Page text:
Governor and Labor Commissioner Discuss Return to Work Bonuses
On Wednesday’s Montana Morning News show, Governor Greg Gianforte and Commissioner of the Department of Labor and Industry Laurie Esau introduced new bonus programs for those who had been receiving unemployment benefits.
“We're excited to roll this program out that Montana is open for business,” said Gianforte. “But we've been hearing from too many businesses that they just can't find workers. It has hit every single industry; healthcare, construction, manufacturing, hospitality and leisure. Some restaurants have had to close a couple days a week because they just don't have any staff.”
Gianforte said the incentives to return to work are generous.
“The reality is that incentives matter,” he said. “The federal unemployment benefits that were put in place during the pandemic were doing more harm than good. People could make more money not working than going to work, so that's why yesterday, we were the first state in the country to announce that we're going to end participation in the pandemic related unemployment benefits. We're going to go back to the unemployment benefits that were in place pre pandemic.”
Gianforte also introduced another back-to-work program.
“We're also launching a back to work bonus,” he said. “So if someone was on unemployment on May 4th, and they go to work for four weeks, they're going to get a $1,200 check. So many Montanans have been working extra shifts. They've been working late to cover because they can't hire people. We need to get a few people off the bench and get them back to work.”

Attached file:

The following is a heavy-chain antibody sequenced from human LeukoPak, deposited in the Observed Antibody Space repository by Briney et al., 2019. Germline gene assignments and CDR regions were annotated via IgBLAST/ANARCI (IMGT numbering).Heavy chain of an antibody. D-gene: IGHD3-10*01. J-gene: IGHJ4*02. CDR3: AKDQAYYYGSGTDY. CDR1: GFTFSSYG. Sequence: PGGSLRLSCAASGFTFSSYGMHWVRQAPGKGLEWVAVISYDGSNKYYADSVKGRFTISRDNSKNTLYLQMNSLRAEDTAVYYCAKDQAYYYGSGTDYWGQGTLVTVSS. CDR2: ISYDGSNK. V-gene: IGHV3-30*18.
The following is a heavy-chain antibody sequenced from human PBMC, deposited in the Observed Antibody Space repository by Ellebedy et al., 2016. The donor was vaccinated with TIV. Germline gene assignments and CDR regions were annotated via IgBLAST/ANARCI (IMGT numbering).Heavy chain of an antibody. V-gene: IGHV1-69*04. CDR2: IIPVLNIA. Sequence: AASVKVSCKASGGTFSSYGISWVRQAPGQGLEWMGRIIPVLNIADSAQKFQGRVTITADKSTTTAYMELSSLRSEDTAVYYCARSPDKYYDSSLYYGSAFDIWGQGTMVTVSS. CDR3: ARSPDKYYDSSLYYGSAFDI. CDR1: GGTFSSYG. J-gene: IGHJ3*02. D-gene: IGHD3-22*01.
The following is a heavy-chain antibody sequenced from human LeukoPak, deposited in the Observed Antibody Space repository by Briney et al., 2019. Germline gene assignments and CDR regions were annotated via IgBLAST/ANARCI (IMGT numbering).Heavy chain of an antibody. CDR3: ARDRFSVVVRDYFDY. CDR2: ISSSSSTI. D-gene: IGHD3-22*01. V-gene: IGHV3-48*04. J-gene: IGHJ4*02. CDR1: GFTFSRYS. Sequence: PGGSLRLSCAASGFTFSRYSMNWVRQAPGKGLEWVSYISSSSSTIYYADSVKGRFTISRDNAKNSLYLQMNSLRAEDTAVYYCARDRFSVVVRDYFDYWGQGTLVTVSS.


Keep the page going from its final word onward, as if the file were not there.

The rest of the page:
Commissioner Esau cited some examples of businesses that are looking for employees for the spring and summer.
“We hear every day from employers from Steve's Cafe in Helena to Caras Nursery in Missoula that they cannot find workers, and so we've tried to figure out the best solution to help the employers help employees that are currently working like the governor just mentioned,” said Esau. It’s an incentive for people to get paid to go back to work versus getting paid to stay home.”
Esau also provided some real numbers now occurring in the state.
“Because we're paying people to stay home, and there's 25,000 people currently on unemployment, and we have 15,000 of those are on the pandemic unemployment,” she said. “At this point, we have over 14,000 jobs open in the state that we know of that are listed with our department, so that's really what we're after is trying to help fill those positions.”
Starting June 27, those who have exhausted their traditional benefits will no longer be eligible to receive the federal Pandemic Emergency Unemployment Compensation Program. The Return to Work bonus initiative will offer $1,200 payments to individuals receiving unemployment benefits who then accept employment and complete at least four weeks of work.